Manipulating Amazon Bestsellers For Fun or Profit?

A new round of debate has sparked up in publishing circles over an article written by John Kremer, a respected expert on book marketing and author of the popular "1001 Ways to Market Your Book." It started with a post John made to his blog about campaigns to push a book to the top of the Amazon bestseller list. This was followed by a response from Richard and Angela Hoy of, who also run Booklocker, questioning the ethics of Kremer's approach. John responded with a 25 point defense of his position.

My own take on creating temporary Amazon Bestsellers, called "Amazon Bombing" by some, is that there's little point in doing so. While I accept Kremer's examples of the technique helping this or that title on Amazon or in the past, my gut feeling is that this promotion style falls into category of "funny once." The first couple publishers or authors who went to the trouble may have seen some benefit due to gullible buyers being impressed by the sales spike, but now that the news has been out for some time, it's hard to believe anybody puts credence in a transient high ranking.

If my memory serves me right, a similar debate over the ethics of manipulating Amazon ranks led to a schism of the Pub-Forum list, when Shel Horowitz, another respected marketing Guru, used a mass-emailing technique to temporarily propel his "Principled Profit" up the rankings. I remember keeping an eye on the book's ranking after the campaign, and it fell right back down the charts after the effects of campaign ran out of steam. I don't know if it helped Shel's sales through other channels, but I suspect it would be hard to separate the publicity generated by the debate over the technique from the effects of the momentary bestseller status.

I'll leave the debate over the ethics of temporarily manipulating the online sales ranking of a book to others, but my own suspicion is that whatever value there may once have been doing so is rapidly losing currency.


John Kremer said...

I don't know how this got so out of proportion. It started when I wrote an article on why such campaigns sometimes work and why sometimes they don't. My experience showed that they didn't work when the people doing the program didn't follow through with all the steps.

The same is true for any other sort of book promotion. That was my primary comment in the original article.

Unfortunately, I suppose, I did append to that post a notice of a teleseminar on how you, too, can become an bestseller. I thought people might be interested in the teleseminar if they liked what I wrote in the post.

All of a sudden, I've become the spam king because I look favorably on Amazon bestseller campaigns.

Alas. What is a fellow to do?

Anonymous said...

John, you're doing it again. You're forgetting to tell people that you make money endorsing that Best Seller program. You've already admitted it on your own blog (after being asked twice about it) and you should now be honest and tell everybody this fact whenever you post about this program.

In your own words, you finally admitted, "Someone asked how much I make when someone signs up under my referral. Well, I make a chunk of change, a big chunk."

And, yes, that program teaches people how to share customers' email addresses with other marketers. That is most definitely spam.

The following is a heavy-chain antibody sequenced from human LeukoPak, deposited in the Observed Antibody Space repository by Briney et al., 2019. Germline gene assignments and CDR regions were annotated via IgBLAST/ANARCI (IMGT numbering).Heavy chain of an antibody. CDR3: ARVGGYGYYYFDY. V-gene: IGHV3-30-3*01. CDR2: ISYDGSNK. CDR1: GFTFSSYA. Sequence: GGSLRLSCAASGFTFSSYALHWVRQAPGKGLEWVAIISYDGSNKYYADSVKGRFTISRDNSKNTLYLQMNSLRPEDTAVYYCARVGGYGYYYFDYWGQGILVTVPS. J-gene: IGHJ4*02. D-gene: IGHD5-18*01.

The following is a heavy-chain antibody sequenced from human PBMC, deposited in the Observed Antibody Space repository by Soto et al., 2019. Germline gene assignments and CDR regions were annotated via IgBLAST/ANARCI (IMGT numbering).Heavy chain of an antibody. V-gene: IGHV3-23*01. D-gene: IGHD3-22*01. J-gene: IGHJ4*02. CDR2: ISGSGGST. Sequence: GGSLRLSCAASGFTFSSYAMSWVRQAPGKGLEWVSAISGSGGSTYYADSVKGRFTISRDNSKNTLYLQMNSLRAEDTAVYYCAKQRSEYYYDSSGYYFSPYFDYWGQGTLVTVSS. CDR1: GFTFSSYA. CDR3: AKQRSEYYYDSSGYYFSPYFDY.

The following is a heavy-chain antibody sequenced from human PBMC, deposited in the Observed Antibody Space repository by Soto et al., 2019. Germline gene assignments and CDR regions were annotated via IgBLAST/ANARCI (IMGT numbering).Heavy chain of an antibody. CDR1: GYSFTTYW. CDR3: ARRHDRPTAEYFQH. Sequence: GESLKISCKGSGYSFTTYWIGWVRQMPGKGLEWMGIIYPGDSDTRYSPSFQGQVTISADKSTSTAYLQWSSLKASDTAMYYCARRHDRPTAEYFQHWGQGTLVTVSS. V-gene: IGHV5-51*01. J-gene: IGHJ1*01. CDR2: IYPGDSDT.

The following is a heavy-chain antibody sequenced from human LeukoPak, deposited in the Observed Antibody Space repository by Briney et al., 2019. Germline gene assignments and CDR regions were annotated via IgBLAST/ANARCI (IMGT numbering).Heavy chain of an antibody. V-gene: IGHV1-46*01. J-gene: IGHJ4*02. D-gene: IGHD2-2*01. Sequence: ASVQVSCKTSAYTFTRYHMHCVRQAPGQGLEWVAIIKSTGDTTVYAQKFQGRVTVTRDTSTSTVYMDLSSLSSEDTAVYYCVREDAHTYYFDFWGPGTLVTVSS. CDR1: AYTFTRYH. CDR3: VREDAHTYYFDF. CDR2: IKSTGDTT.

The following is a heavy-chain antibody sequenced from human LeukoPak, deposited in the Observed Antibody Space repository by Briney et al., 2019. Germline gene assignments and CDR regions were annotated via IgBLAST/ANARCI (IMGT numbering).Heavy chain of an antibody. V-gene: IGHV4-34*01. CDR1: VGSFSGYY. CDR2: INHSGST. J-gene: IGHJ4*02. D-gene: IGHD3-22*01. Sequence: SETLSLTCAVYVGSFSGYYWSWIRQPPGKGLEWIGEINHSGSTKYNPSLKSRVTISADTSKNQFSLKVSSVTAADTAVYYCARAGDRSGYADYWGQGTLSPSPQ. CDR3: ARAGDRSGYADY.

Anonymous said...

John, what you and certain other "well-known" people in this industry can do is the following:

1. Have a visible disclaimer alerting people to the fact that you are receiving money for the referral of program(s).

2. Never encourage anyone to send unsolicited e-mail. I don't care if they've bought something from you in the past or not. If they didn't ask for further promotions to be sent, then you have no right to send them and you most certainly have no right to share e-mail addresses or obtain them from third parties.

What you advocate is the very definition of spam.

Anonymous said...

You keep ignoring what people are saying. It's only hurting your reputation. I think far less of you than I did before and I'll never recommend your site again, even on my forum. We obviously have different ideas about integrity so I guess I'll have to stick with my sort of people and you can stick with yours. The thing is though, when one of "my sort" says they liked a program or anything, I know it's an honest opinion and they're not being paid to say it.

Anonymous said...

Well, color me clueless. I am still trying to figure out what the fuss is. Let me see if I can get this straight:

You run a promotion (with some kind of rebate or freebie?) to get lots of people to buy your book all at the same time. Now you can claim that your book was a best seller because for an hour, it was.

This is how Amazon works. Why is this "manipulation" why is this "unethical?" This is promotion. It happens all the time in business--that IS what we're in **business.** Dry good manufacturers print thousands of coupons. Software makers give away freebies all the time. Amazon ranking aside, you still sell a small pile of books.

I don't get the hub bub. I simply don't get it.

Anonymous said...

To me it's like getting a mail order PhD. Sure, you have the PhD, but it's not quite legitimate is it? Do you want to be treated by a therapist with a mail order PhD? I don't. I don't want to buy an "expert's" products when the "expertise" is in the form of a mail order PhD either. If I buy an expensive service from an "expert" in publishing, and when that expert tells me he or she is a best-selling author, I expect that title to be what it appears to be, not the result of some silly manipulation on an internet site. Kremer sells his expertise in cover design for $100. Since his book was only ever a best-seller due to the fake Amazon ratings, what makes him think that cover he has is effective? Where's the proof?